Afterimage sadly also has some issues with performance on Switch. The game persistently struggles to keep a stable framerate, leading to the screen frequently stuttering while the camera is scrolling. This is minor enough that it’s tough to notice at a glance, but over the course of a long play session it became headache-inducing. Load times are also particularly long; you’ll have to wait between 30 and 60 seconds after most deaths, and the initial loading screen when booting the game lasts nearly two minutes. There are also completely random loading screens that can abruptly occur while exploring the world that are much quicker, but seem to have no rhyme or reason to when they appear. It’s anyone’s guess what’s causing these, but they’re unlike anything I’ve seen on Switch before.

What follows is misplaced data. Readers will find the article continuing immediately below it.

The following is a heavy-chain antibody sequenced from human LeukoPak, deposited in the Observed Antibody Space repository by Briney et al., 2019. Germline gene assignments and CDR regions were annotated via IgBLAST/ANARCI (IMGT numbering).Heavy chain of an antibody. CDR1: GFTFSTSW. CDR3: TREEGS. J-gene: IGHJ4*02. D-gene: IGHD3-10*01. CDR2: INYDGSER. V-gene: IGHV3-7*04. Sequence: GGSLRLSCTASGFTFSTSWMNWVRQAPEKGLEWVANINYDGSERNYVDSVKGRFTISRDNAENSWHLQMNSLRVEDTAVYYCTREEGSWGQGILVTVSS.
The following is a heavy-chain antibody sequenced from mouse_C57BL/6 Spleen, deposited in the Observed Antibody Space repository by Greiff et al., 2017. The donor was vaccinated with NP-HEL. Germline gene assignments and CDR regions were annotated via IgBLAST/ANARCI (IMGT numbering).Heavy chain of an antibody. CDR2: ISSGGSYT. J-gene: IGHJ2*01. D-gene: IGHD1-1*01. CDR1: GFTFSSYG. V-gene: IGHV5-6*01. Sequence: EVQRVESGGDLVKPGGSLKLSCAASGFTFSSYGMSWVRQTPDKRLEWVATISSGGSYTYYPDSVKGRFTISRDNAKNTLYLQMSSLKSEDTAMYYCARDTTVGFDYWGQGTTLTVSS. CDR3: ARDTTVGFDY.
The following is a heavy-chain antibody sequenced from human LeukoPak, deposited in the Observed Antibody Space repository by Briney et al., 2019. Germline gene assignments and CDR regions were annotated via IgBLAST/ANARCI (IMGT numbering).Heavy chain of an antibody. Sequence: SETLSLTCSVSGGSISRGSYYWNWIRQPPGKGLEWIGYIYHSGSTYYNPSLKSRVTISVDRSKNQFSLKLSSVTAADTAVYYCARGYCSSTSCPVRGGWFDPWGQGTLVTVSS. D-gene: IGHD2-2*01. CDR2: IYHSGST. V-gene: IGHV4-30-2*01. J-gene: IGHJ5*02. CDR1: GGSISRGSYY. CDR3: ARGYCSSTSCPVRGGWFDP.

It’s obvious I’m not in Afterimage’s target audience. This game is clearly made for fans of 2000s-era Castlevania, and that’s not necessarily a bad thing; if Konami isn’t going to make any more of these, someone else might as well do it. Unfortunately Afterimage appears to have focused so much on pleasing that core audience that it’s willing to leave everyone else by the wayside. So much of its obtuse systems and mechanics are poorly explained (or outright not explained at all) that you’ll need to really want to understand everything to be able to power through and figure it out. Afterimage will undoubtedly have its fans since the game has figured out the hard parts—gorgeous art, snappy combat, and a sprawling, detailed world. Sadly the game stumbles on the boring parts—tutorials, equipment screens, and general UX design—which creates a frustrating experience for anyone that doesn’t quite ‘get’ it on the first try.